Aziz Ansari, Sexual Harassment, and the Important Conversation Surrounding Assault

As a South Asian entertainment writer, I’ve always supported Aziz Ansari and his work. It’s reflected in my own. I’ve written about his successes. His work in “Parks and Recreation” and “Master of None” defined how a South Asian-American character should be represented in the media and popular culture. He’s always proclaimed himself to be a feminist, talking about the importance of listening to women in his various stand-up comedy acts and his 2015 book, “Modern Romance: An Investigation.”

He helped construct the ladder for fellow South Asian-Americans to climb on and show off their talent.

That’s why I’ve felt profoundly let down recently. It’s taken a week for me to write this after Grace (not her real name) brought to light her horrible encounter with Ansari. It was published on Babe.

For me, Ansari was one of my heroes for a long time. Just a few weeks ago, I cheered loudly when he won the Golden Globe for his performance in “Master of None,” creating history as the first South Asian to ever win. His work has helped break barriers in the industry but I will not let his harassment of Grace become a reason to pull down the work of his fellow South Asian peers who continue to excel.

It’s hard not to take it personally when it comes to Ansari. The desi community is definitely reeling because for so long, we have proudly called him our champion. It’s disappointing to see he used his platform to hoist himself as a feminist but didn’t practice what he preached. I can only hope the discussion that has opened up doesn’t die anytime soon.

As for Ansari, he may not necessarily be a sexual predator, and this may be a one-time incident (I hope) but it has scarred me as a fan alone. That’s why, I can’t even begin to imagine what Grace went through.

In the piece on Babe, she talks to the writer Katie Way about her date with him in September 2017. They met at an Emmy awards party and a week later, he asked her out.

Their date included drinks at his apartment, dinner at a fancy oyster bar, and then back to his apartment, where the night completely derailed for her. The article on Babe is triggering. It dives into the many visceral details of what allegedly took place. Ever since it was published on Jan 13, the story has been met with an incredible amount of attention, especially because of the current climate and the rise of the #MeToo movement.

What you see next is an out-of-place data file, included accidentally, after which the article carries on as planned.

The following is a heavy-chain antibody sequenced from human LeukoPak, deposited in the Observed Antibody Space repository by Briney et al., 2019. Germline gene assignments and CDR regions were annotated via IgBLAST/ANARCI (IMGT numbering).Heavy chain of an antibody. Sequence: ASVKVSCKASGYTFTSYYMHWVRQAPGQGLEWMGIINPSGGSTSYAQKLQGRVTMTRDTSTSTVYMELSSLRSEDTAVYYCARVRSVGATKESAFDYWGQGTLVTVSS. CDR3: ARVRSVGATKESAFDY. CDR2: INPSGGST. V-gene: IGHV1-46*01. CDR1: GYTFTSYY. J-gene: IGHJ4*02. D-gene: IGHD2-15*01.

Over the last few months, its been emboldening to see powerful men being taken down from their pedestal because of brave women who came forward with the truth. It has resulted in the long overdue and powerful Time’s Up Movement. Harvey Weinstein, Kevin Spacey, Louis C.K., Charlie Rose, Mark Schwahn, Jeremy Piven, Jeffrey Tambor, Matt Lauer, Roy Moore, Al Franken are only a few men in this expanding list. For them, their careers are now over, as they should be. Should we also add Ansari to this list? Maybe or maybe not.

However, while Grace’s account doesn’t seem incredulous because it didn’t jeopardize her entire career or because she wasn’t taken advantage of while trying to get ahead, the trauma she experienced shouldn’t be diminished. Just because Grace didn’t leave his apartment yelling and screaming, which is what society assumes is the telltale sign of harassment, doesn’t mean she wasn’t harassed.

Once back at the apartment, it didn’t take long for Ansari to make moves on her. It started out as kissing but the further and quicker it went, the more uncomfortable Grace became. She gave him nonverbal cues and eventually flat out told him no.

A lot of people proclaim what followed next was not sexual assault or harassment. Unfortunately, those who believe this don’t seem to understand what coercion really means.

Ansari agreed to just chill on the couch when she told him she didn’t want to feel forced, she didn’t want to hate him. He responded by saying it’s not fun unless both of them are into it. He may be slow or dense but after this, one would assume he got her point. Soon after they took to the couch, Ansari put on “Seinfeld” on TV and resumed trying to pressure her into sex. He asked her to go down on him, she did. It’s clear from the article that he was way too aggressive and pushy.

Now, the same people who thought this isn’t harassment also say she could’ve gotten up and left at that moment instead of doing what he told her to do, especially if she didn’t want to. The thing is, none of us were in her position at the time, so it’s not our place to decide whether she froze or just felt really pressured. But it’s important to pause and think about it: 10 days ago, she didn’t think she would get to go on a date of a comedian she admired. 10 days ago, she didn’t think that comedian would treat her like an object.

If you read the story, you’ll know that in the first 30 minutes of them making out, she gave him nonverbal cues about being in discomfort before strongly saying no. It seemed like he understood and that’s why he moved them to the couch to hang out. Or at least that’s what I assumed when I read it. That’s probably what Grace assumed, as well. Or maybe he thought she’d agree once she’s a little more comfortable around him. It’s a tricky assumption to make on either side. He continued to test her “no” and pushed for oral sex and a blowjob. Grace gave in to this mounting pressure.

Coercion is not consent. If a woman has repeatedly signaled to you, non-verbally and verbally, that she doesn’t want to be physical with you, men still feel a need to test this. It seemingly gives them power. It’s also what society has always taught us. Grace’s encounter with Ansari has opened up for a larger conversation about not just content but enthusiastic content.

Pakistani-British actress Jameela Jamil, who stars in “The Good Place,” opened up about it in her blog, saying “CONSENT SHOULDN’T BE THE GOLD STANDARD. That should be the basic foundation. Built upon that foundation should be fun, mutual passion, equal arousal, interest and enthusiasm. And it is any man or woman’s right at ANY time to stop, for whatever reason.” Her post is titled “What We Need to Learn from the Clusterfuck.”